16/07/2024 10:23 AM

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Retailers share how rising energy prices are changing consumer spending

Retailers share how rising energy prices are changing consumer spending

Energy bills are on the rise in Australia, and there appears to be no end in sight. According to the Reserve Bank of Australia Deputy Governor Michele Bullock, the retail price of electricity and gas has increased by 10 to 15 per cent since the middle of the year. There’s forecasted to be no relief next year, either, with Treasurer Jim Chalmers predicting that household energy bills will rise 56 per cent over the next two years. A survey of 2,500 people by the Consumer Reference Group – repo

– reported by Energy Consumers Australia – revealed that electricity bills are set to increase by $300 for households, and $1,500 for small businesses.

So, what are the implications of rising costs – in particular, rising energy costs – for retailers and consumers?

According to the National Retail Association interim CEO Lindsay Carrol, a considerable amount of consumers have been adjusting their household budgets to account for cost of living pressures. They’ve done so by switching to cheaper brands, and cutting back on non-essential products.

She told Inside Retail that household savings from the pandemic has provided a spending buffer that has enabled customers to continue spending. 

In addition, a historically low unemployment rate – combined with an atmosphere of pent-up demand following the pandemic – has contributed to resilience in spending throughout this year.

This is expected to continue toward the end of the year, with the Australian Retailers Association predicting a record breaking $66 billion in spending over the Christmas period.

But, Carrol anticipates a spending slowdown in early 2023, when the full effects of rising energy prices and other inflationary pressures catch up with household budgets.

“There is a lot of uncertainty surrounding energy prices, which makes it difficult for consumers and businesses to plan for the future,” Carroll said.

“As energy is an input into many of the goods and services people buy, businesses will need to increase their prices in response and consumers are already feeling the pinch.”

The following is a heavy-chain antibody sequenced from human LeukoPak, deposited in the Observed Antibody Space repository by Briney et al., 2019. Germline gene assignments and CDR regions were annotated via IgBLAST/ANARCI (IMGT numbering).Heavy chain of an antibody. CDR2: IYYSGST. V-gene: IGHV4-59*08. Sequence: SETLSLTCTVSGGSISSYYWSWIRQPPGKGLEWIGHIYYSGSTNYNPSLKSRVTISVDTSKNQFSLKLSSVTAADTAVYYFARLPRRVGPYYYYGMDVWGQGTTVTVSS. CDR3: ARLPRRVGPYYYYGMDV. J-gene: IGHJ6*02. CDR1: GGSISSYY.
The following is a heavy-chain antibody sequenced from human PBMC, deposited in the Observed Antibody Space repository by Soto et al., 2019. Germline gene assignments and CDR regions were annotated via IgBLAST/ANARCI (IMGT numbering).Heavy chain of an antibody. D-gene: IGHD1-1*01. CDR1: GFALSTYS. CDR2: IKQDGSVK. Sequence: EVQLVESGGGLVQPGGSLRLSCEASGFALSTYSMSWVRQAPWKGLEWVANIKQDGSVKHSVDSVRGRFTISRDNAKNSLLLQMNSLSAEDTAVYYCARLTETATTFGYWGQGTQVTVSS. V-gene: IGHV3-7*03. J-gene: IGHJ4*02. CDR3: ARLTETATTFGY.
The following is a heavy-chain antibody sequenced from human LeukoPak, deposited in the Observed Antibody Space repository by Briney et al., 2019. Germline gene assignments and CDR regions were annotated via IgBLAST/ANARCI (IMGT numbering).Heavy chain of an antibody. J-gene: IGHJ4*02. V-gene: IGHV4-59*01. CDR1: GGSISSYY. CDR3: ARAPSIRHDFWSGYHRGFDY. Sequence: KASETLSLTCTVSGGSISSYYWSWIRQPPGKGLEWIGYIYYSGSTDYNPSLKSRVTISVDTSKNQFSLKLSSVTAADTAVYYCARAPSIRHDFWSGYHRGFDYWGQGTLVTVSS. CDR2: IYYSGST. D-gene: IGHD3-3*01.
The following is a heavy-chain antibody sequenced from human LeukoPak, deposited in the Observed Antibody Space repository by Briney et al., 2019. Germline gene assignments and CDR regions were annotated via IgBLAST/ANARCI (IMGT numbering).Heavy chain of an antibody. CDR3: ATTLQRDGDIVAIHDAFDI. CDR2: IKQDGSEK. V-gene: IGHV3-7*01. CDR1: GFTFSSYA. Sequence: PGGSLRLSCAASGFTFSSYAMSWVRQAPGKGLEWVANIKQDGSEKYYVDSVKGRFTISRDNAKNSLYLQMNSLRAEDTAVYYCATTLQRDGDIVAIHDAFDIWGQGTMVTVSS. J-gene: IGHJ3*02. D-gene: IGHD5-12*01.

Shopping smarter and looking for value

Retailers and consumers are looking for ways to minimise their energy usage, so as to reduce their power bills.

This is reflected by the Consumer Reference Group report, where respondents disclosed that they would use no heating and lights, and shower every second day, to reduce costs. Further, consumer research provided to Inside Retail by Ikea revealed that 61 per cent of respondents are actively trying to reduce their energy and water usage to reduce bills.

Given that the higher cost of energy is likely to linger, Carroll believes that customers will look to invest in technologies that will save them money and energy in the long term. This is seen in the take up of electric vehicles, rechargeable batteries and solar panels.

She added that affordable, energy saving products have grown in popularity amongst consumers who are looking to control their energy usage. This includes items such as LED lighting, motion sensors for lighting and timers for temperature controlling devices.

But Carroll said that not all households are in the same boat.

“A reduced budget diminishes the ability of lower-income households to invest in energy efficient appliances,” she said.

“These consumers are taking extreme steps to control their response to rising energy costs by going without air conditioning and lighting, which has a detrimental impact on their ability to live comfortably and safely.”

According to eBay Australia’s Sophie Onikul, environmentally friendly toys that use less electricity are especially popular this year.

“Cost-of-living pressures are driving Aussies to look for ways to save on their budget,” she said.

“Ahead of summer, pedestal fans are up 65 per cent as Aussies shy away from using air conditioning in favour of a more cost-effective and environmentally friendly option.

“We expect to see Aussies shop smarter and look for value as the squeeze on household budgets continues to grow, with anticipated rising interest rates in early 2023.”

Conscious consumption

Head of sustainable business and corporate social responsibility at Winning Appliances, Alice Kuepper believes that conscious consumption will help people make better choices for their budgets in the long-term, which also has a positive effect on the environment.

Kuepper said that appliance energy efficiency is one of the most important considerations for customers when it comes to reducing household carbon emissions, with washing machines, fridges, freezers, heating, cooling and dishwashers being particularly big energy drawers.

She added that the brand has responded to a survey of 22,000 Appliances Online customers in 2021, which revealed that 86 per cent are interested in seeing more sustainable product options.

Meanwhile, Carroll said that a good starting point for customers who want to take control of their energy use is to pinpoint where they use the most energy, and where they might be able to cut back.

“Educate yourself on how to be energy sufficient and don’t be afraid to seek expert advice to guide your decisions,” she said.